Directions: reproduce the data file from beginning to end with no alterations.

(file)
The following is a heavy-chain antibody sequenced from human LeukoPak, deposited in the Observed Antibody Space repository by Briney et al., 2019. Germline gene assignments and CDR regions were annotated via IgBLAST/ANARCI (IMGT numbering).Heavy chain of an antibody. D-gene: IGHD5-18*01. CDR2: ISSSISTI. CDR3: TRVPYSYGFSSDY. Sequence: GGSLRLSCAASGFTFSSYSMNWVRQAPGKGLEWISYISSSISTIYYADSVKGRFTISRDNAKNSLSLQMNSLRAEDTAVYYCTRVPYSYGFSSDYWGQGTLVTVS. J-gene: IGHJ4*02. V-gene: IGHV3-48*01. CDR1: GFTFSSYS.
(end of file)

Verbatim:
The following is a heavy-chain antibody sequenced from human LeukoPak, deposited in the Observed Antibody Space repository by Briney et al., 2019. Germline gene assignments and CDR regions were annotated via IgBLAST/ANARCI (IMGT numbering).Heavy chain of an antibody. D-gene: IGHD5-18*01. CDR2: ISSSISTI. CDR3: TRVPYSYGFSSDY. Sequence: GGSLRLSCAASGFTFSSYSMNWVRQAPGKGLEWISYISSSISTIYYADSVKGRFTISRDNAKNSLSLQMNSLRAEDTAVYYCTRVPYSYGFSSDYWGQGTLVTVS. J-gene: IGHJ4*02. V-gene: IGHV3-48*01. CDR1: GFTFSSYS.